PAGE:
Google and Facebook look for life beyond advertising

Margi Murphy
·5-min read
Man with money and Google face
Man with money and Google face

In 2015 Google shocked Wall Street when it announced it was changing its name to Alphabet and splitting its money-spinning search engine off from its sloppy smorgasbord of moonshot projects ranging from life preservation, space travel and driverless cars.

Despite this, it always seemed that the search engine - which last year generated $98.1bn (£74.7bn) in revenue and is the lifeblood that keeps the Alphabet show running - had remained the company’s anchor. But this could be about to change.

Google looks increasingly as though it may be weaning itself off from advertising as antitrust investigations, privacy fines and consumer complaints about the amount of personal data Google is collecting to feed its advertising algorithms piles up. 

Google learned the hard way earlier this year that advertising budgets are often the first to go in challenging economic climates, and Covid-19 had a devastating effect on the overall market, which in turn saw Google’s revenue decline for the first time ever. Yet its emerging cloud computing business - a business that has paid off for Amazon and Microsoft, seemed immune to the virus. 

Advertisers have since returned, helping Alphabet deliver $11.2bn in profit in the third quarter, but on a call with investors on Thursday, chief executive Sundar Pichai was was keen to sell its on-demand cloud computing service as one of the most exciting parts of the company.

The cloud division, which will get its own designated accounting segment as of next quarter, made $3.4bn in the third quarter of 2020, compared to $2.4bn the year before. While insignificant compared to search revenues of $26bn in the same period, the cloud business is growing considerably faster.

Aware of this opportunity, Google has been investing heavily, and while most companies have put the brakes on hiring the company has taken on more than 4,000 engineers and project managers in the past three months, the majority of which will work in its cloud department.

Play, the app store that serves Google-owned Android and where Google takes a cut from developers, has become another profit spinner. In the last quarter, around a fifth of Alphabet's revenues came from non advertising sources.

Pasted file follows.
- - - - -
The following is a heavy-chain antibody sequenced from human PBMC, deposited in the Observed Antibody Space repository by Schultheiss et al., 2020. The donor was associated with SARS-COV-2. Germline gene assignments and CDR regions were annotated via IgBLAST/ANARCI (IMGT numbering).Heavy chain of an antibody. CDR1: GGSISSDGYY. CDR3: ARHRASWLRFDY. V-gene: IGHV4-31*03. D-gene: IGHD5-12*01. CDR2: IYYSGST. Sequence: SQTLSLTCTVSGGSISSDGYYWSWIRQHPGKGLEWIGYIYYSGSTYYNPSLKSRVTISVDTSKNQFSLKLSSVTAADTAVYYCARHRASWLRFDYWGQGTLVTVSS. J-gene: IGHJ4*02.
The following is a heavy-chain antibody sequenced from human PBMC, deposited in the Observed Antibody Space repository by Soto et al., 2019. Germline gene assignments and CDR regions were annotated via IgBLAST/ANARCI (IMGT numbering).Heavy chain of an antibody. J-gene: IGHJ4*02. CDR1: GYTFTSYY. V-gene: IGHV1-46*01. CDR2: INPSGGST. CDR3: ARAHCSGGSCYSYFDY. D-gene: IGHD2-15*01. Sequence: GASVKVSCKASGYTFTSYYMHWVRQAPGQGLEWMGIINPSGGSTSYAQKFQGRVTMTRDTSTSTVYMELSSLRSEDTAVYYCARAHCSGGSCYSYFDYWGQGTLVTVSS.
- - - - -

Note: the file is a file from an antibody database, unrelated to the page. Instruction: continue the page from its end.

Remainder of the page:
Facebook's foray out of advertising

Facebook chief executive Mark Zuckerberg sold a similar vision to investors on Thursday. 

“The goal is to build out a commerce platform around messaging, so that any small business will be able to set up a shop and automatically establish a presence on [our] services,” he said on a conference call. “This is a big priority.”

Indeed, Facebook’s e-commerce tech has accelerated this year: vendors can now sell items directly on Facebook, Instagram and its TikTok clone Reels, while teachers and performers can run ticketed events on Facebook Live. For now, fees are waived due to the pandemic; that won't be the case forever. 

Telegraph Tech 100 2020: see the full list
Telegraph Tech 100 2020: see the full list

Even the famously un-monetised WhatsApp, acquired for $19bn in 2014 and barely squeezed since, is finally digging towards paydirt, announcing last week that business customers will soon be able to sell products inside the app and store their messaging logs on Facebook’s servers – for a fee. More than 40m people now view a catalogue on WhatsApp every month. 

Facebook's controversial unification of messaging services – which will merge the plumbing of WhatsApp, Messenger and Instagram direct messages behind the scenes – now appears to be part of these plans, with Zuckerberg boasting that businesses will be able set up on one service and instantly have access to customers on the others.

Timeline | Antitrust lawsuits against Google
Timeline | Antitrust lawsuits against Google

Google and Facebook's desire to look further afield for revenue could be due to a real threat from competitors. Amazon has emerged as a major competitor to the digital advertising duopoly enjoyed by Google and Facebook, as merchants on the shopping giant’s website pay up for valuable positions in its search results.

On Thursday, the company said its “other” segment, a division separate from its retail and cloud computing arms, grew sales by 51pc on a year ago to $5.4bn. This is largely made up of advertising income from sellers who pay for “sponsored” listings when people search for products on the site.

Growth in Amazon’s advertising business has been partly down to more shoppers starting to search for products on the site itself in recent years, instead of searching Google or price comparison sites. 

Whether the titans can exist without advertising is already up for question. Despite its high-profile gallop into selling home hub devices and virtual reality headsets, Facebook's non-advertising revenue has actually shrunk since the same time last year from 1.5pc to 1.2pc. In the past, analysts have regarded it as institutionally incapable of improving the outcome. 

Movements made by Google into other markets like hardware and artificial intelligence should be taken with a pinch of cynicism too, as many of its acquisitions act as conduits for its first and most valuable product. 

A thinly veiled confirmation that much of Google's hardware sales were an attempt to put its trust search engine in the hand of consumers came from Pichai as he spoke with investors after results were out. He divulged that the company had some phone and gadget announcements to make next year, the shipping of which had a clear goal: "to make sure information is at people's fingertips".